• From 2001 to 2003 the number of notifications increased in all jurisdictions except Victoria, Western Australia and the Northern Territory.
  • The number of substantiations in Australia also increased over those four years, rising from 24,732 in 1999-2000 to 41,416 in 2002-2003.
  • Rates of children aged 0-16 years who were the subjects of child protection substantiations in 2002-2003 ranged from 1.8 per 1000 in Tasmania to 10.1 per 1000 in Queensland.
  • Between 2001 and 2003 the rates of children who were the subject of a substantiation increased in New South Wales, Queensland, South Australia, Tasmania and the Australian Capital Territory.
  • Although the quality of the data on indigenous status varies between states and territories, Aboriginal and Torres Strait Islander children were clearly over-represented in the child-protection system. The rate of indigenous children in substantiations, for example, was nearly 10 times the rate for other children in Victoria and seven times the rate in Western Australia.

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Characteristics of a sexual abuse offender

Some 97 per cent of sexual-abuse offenders are heterosexual males.

Research indicates that offenders tend to molest on average many more than one victim during their "career."

Many offenders cannot stop offending unless they receive professional counselling. 

It is vital that abused children be able to tell their parents what happened, and that their parents in turn notify the police. Sexual-abuse offenders seem to have these common characteristics:

  • No close friends
  • Feelings of inadequacy and low self-esteem
  • Cannot distinguish between feelings and action, and so can't control their impulses.
  • Are known to the child or have some sort of relationship with the child
  • The vast majority of reported abusers are adults, although a small number are juveniles, occasionally of a similar age to the child they are abusing.

Parent, including step-parents, de facto parents and foster parents, were the abusers in 64 per cent of cases substantiated in Australia in 1991 (Angus and Wilkinson, 1993). This means that children are more in danger from someone they know and trust than from a stranger.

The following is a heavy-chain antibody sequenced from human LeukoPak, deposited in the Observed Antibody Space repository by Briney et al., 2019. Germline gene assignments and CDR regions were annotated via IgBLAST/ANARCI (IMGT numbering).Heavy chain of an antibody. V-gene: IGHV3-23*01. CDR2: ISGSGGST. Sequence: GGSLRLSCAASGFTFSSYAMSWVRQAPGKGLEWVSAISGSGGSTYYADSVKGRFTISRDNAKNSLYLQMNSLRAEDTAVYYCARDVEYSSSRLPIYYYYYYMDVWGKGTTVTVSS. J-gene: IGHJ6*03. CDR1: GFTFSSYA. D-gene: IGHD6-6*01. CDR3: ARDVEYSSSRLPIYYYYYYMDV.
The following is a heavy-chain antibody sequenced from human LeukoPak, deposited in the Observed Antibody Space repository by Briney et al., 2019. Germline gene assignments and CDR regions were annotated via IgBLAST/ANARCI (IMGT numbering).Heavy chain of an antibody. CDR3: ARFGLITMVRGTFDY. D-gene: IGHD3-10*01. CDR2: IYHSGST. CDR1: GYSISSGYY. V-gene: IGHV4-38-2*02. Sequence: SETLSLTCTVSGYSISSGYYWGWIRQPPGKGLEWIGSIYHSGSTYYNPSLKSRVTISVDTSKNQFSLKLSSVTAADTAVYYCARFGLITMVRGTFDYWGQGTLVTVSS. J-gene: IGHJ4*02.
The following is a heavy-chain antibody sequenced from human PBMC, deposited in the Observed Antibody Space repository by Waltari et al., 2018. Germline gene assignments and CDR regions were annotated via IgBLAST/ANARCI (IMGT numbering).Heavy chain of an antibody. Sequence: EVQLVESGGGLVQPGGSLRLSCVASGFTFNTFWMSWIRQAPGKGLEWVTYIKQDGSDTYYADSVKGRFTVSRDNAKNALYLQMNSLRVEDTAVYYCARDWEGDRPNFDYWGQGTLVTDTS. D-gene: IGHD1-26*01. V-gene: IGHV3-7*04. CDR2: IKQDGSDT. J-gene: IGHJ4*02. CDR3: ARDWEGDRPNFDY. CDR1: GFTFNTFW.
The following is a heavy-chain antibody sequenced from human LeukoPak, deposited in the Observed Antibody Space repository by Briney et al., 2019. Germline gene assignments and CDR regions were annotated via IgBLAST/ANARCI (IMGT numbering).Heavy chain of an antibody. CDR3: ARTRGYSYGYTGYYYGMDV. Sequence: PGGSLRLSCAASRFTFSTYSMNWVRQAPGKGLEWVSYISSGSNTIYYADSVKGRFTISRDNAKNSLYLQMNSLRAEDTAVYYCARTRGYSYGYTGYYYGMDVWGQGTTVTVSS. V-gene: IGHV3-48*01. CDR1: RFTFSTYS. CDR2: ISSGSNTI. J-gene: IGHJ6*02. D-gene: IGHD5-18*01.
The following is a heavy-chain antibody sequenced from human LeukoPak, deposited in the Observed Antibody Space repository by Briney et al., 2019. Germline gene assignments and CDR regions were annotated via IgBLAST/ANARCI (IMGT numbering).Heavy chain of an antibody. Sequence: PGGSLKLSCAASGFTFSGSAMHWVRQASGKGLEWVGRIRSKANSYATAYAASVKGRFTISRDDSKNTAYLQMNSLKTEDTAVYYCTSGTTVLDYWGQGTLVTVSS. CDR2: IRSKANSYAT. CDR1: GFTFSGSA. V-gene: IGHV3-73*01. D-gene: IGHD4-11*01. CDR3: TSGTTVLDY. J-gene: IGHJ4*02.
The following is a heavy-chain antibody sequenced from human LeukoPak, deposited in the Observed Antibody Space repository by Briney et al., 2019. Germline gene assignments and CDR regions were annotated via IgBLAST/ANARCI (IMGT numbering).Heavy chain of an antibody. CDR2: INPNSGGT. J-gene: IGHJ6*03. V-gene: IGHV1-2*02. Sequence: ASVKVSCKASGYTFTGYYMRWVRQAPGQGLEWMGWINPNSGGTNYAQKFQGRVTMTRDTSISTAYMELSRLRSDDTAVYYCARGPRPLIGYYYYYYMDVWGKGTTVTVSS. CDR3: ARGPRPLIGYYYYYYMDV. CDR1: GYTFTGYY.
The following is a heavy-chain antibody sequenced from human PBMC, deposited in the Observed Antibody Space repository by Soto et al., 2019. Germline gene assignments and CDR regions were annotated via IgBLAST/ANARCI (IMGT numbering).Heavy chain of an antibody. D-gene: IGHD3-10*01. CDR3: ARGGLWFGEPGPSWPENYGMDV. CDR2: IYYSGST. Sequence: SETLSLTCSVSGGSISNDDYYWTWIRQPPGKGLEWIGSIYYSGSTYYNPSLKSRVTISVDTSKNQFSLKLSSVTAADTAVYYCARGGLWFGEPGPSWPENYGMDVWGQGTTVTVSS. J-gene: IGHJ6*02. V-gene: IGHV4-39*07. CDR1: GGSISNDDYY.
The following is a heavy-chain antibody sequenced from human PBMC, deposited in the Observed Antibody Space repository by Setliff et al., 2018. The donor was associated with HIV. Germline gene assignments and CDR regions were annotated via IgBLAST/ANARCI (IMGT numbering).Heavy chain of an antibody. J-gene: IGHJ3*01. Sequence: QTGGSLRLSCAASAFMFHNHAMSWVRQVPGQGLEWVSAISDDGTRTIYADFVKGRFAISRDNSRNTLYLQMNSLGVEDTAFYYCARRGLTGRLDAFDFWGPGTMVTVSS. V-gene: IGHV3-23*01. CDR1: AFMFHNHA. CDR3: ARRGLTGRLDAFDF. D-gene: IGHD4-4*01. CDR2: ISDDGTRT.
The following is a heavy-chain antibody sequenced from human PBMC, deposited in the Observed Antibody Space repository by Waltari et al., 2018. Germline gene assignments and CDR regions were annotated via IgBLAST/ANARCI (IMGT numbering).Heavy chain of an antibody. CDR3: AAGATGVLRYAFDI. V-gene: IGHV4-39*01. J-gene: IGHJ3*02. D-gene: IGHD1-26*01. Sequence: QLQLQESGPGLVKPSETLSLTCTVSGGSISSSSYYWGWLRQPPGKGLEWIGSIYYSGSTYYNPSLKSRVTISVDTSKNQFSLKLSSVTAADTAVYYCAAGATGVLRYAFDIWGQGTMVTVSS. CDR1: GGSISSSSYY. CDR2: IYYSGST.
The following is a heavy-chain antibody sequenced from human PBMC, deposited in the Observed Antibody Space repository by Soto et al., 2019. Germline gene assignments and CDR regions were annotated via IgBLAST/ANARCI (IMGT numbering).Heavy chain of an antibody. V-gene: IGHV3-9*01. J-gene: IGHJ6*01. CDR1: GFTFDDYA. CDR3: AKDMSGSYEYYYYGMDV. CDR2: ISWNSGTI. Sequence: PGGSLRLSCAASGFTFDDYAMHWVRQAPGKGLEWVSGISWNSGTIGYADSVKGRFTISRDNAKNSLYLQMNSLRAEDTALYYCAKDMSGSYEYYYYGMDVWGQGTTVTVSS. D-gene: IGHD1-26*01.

There are some variations in this overall pattern based on the gender of the child and the type of abuse. For example, boys are more likely than girls to be sexually assaulted by someone outside the family (Young and Brooks, 1989).

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Teenage sexual abuse offenders

The majority of teenage abuse offenders are boys. They seem to share these characteristics:

  • No close friends
  • Unable to relate to girls their own age
  • Use sex as a way of releasing tension
  • Poor relationship or none at all with father

Please do not condemn all teenage boys, or cross them off your babysitter list. Before you hire any babysitter, male or female, get to know his or her family. Also become acquainted with any older friends your child makes. Be wary if the relationship becomes exclusive.


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Sexual Play

> Sexual play among young children is very common, and represents no danger to healthy development.

> However, if there is any coercion used - if a child is being held down, or unmercifully being teased for not participating - a parent should intervene.

> If there is an age difference of five years or so between the children, sexual play is inappropriate and may indeed be abusive.

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Myths about child sexual abuse

The community holds many myths about child sexual abuse. These myths conceal and deny the impact of the abuse. It is important to know the facts about child sexual abuse so that a constructive response to the problem can take place.

Myth 1: Children and adolescents often lie, make up stories and fantasise about being sexually abused

It is natural for children to fantasise and make up stories. We even encourage them to use their imaginations and be creative. However, in 95 per cent of cases of child sexual abuse, the children's statements have been found to be true (Faller, 1984). When students report child sexual abuse, therefore, we should assume they are reporting from experience and that the abuse is real.

Myth 2: Most child sexual abuse is committed by people who are strangers to the child

The evidence from notifications and disclosures is that most sexual abuse is committed by people related to and/or well known to the child. In fact, surveys have shown that 85 per cent of offenders are well known to the child (Sgroi, 1975). The danger of this myth is that it focuses on the relatively small amount of sexual abuse occurring outside the home, and hides the larger amount of abuse occurring within the home.